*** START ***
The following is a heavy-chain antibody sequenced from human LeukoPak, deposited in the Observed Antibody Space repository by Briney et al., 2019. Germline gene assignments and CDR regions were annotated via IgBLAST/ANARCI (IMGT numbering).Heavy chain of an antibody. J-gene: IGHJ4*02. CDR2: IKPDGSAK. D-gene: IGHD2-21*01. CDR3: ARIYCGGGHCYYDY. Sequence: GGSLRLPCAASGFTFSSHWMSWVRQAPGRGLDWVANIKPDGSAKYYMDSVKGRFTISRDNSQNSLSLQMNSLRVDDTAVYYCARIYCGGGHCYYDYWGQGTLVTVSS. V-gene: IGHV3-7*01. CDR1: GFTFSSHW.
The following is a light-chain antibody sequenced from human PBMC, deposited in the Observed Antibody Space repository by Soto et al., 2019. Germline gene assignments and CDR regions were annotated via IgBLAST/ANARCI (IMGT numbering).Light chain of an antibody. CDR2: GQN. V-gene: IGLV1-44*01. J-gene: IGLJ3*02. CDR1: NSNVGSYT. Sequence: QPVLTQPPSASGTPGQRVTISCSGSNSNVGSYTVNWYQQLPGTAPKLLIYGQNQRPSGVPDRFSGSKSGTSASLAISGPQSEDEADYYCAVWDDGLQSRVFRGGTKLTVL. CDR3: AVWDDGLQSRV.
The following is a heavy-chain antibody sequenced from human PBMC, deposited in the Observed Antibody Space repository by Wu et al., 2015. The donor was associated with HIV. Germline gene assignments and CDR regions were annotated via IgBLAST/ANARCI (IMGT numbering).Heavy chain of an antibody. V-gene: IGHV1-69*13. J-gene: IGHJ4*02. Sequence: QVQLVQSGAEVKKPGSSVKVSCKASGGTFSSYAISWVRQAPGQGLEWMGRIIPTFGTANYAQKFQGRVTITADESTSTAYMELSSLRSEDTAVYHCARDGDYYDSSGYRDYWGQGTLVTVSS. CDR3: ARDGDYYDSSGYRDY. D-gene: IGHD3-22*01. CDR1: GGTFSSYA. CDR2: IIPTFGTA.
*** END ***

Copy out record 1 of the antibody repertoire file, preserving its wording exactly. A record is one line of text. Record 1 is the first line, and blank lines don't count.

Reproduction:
The following is a heavy-chain antibody sequenced from human LeukoPak, deposited in the Observed Antibody Space repository by Briney et al., 2019. Germline gene assignments and CDR regions were annotated via IgBLAST/ANARCI (IMGT numbering).Heavy chain of an antibody. J-gene: IGHJ4*02. CDR2: IKPDGSAK. D-gene: IGHD2-21*01. CDR3: ARIYCGGGHCYYDY. Sequence: GGSLRLPCAASGFTFSSHWMSWVRQAPGRGLDWVANIKPDGSAKYYMDSVKGRFTISRDNSQNSLSLQMNSLRVDDTAVYYCARIYCGGGHCYYDYWGQGTLVTVSS. V-gene: IGHV3-7*01. CDR1: GFTFSSHW.